Mason in the News

Posted: August 1, 2008 at 1:00 am, Last Updated: November 30, -0001 at 12:00 am

Following are highlights of national and international news coverage Mason recently received.

Thursday, July 24, Economist

Do Economists Need Brains?

“In the late 1990s a generation of academic economists had their eyes opened by studies of the brain using recently developed techniques such as magnetic resonance imaging (MRI) showing that different bits of the old grey matter are associated with different sorts of emotional and decision-making activity. A standard MRI identifies activity in too large a section of the brain to support much more than loose correlations. ‘Blood flow is an indirect measure of what goes on in the head, a blunt instrument,’ concedes Kevin McCabe, a neuroeconomist at George Mason University. Increasingly, neuroscientists are looking for clearer answers by analyzing individual neurons, which is possible only with invasive techniques – such as sticking a needle into the brain. For economists, this ‘involves risks that clearly outweigh the benefits,’ admits Mr. McCabe.”

Thursday, July 24, Washington Post

Nonprofit Joins Jail for Job Training

“The Fairfax County jail is partnering with a local nonprofit group to open an expanded job resource center inside the facility next week. The collaboration will be the first of its kind in Virginia, although several localities across the country have experimented with the idea. The center will offer employment and job-training services to offenders about to return to the community from an institution that, on any given night, has a population of about 1,300 inmates, the most of any jurisdiction in the state. Local officials said the program is geared toward reducing recidivism rates. An ongoing study of the jail by George Mason University found that of 250 inmates followed after their release in 2003, about 40 percent were rearrested within one year. June Tangney, a professor of psychology who led the study, said inmates who participated in the jail’s programs were less likely to be rearrested after being released.”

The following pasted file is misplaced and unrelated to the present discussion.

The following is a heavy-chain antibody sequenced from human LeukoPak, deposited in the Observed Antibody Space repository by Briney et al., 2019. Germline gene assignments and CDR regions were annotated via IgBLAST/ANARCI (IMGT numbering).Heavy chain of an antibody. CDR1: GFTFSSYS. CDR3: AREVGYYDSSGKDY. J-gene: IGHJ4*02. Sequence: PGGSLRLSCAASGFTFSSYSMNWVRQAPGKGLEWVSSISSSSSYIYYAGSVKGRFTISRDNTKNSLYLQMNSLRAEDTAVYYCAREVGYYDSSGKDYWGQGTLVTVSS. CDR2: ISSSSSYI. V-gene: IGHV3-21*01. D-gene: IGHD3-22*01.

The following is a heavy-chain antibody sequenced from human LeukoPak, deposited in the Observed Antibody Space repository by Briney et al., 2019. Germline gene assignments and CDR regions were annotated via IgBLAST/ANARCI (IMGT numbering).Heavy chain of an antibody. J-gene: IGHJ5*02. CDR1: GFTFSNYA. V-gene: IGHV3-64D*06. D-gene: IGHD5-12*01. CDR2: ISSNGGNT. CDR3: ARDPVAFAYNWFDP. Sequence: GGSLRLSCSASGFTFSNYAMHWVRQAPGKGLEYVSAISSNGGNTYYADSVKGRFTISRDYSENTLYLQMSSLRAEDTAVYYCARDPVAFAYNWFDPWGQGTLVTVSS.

Friday, July 25, Fox News

As Obama Trip Winds Down, McCain Faces Tactical Choice

“Whether Barack Obama, upon his return, is viewed as more internationally savvy remains to be seen. But the presumptive nominee’s visit clearly succeeded in capturing the media spotlight, here and abroad, for the past week. ‘The Republicans have often had better pictures than Democrats,’ said Jeremy Mayer, public policy professor at George Mason University. ‘But if you look at the pictures this week, McCain is speaking at a German restaurant in Ohio, and Obama is speaking before 200,000 Germans in Berlin.’ Obama also may have gotten a boost when Iraqi Prime Minister Nouri al-Maliki voiced support for a troop withdrawal plan similar to Obama’s proposal. Mayer said the European trip was not a game-changer. But he said McCain needs to ‘shake up’ the race. ‘I think their vice presidential choice becomes much more important.'”

Friday, July 25, MSNBC

Body Language: What McCain, Obama Reveal

“Body movement analysts say that John McCain represents stability in how he stands firmly and holds onto the sides of a podium. By contrast, Barack Obama has a forward-looking gaze and strolls about in a relaxed fashion during public appearances. Yet both men share an introspective quality that could make them strong leaders, each in his way. ‘It’s a tool for looking at human movement,’ said Karen Studd, a professor at George Mason University in [Fairfax, Va.] and media consultant. Studd can analyze a person’s movements by going down a list of categories that include body, effort, space and shape, or they can start with the overall impression that anyone might have of a candidate. ‘My approach has been to get an overall take rather than look in that [systematic] way,’ Studd told LiveScience. ‘I look through my own eyes and use [Laban] language and tools to clarify what I’m seeing.'”

Friday, July 25, Salt Lake Tribune

Former Salt Lake Mayor Urges Bush Impeachment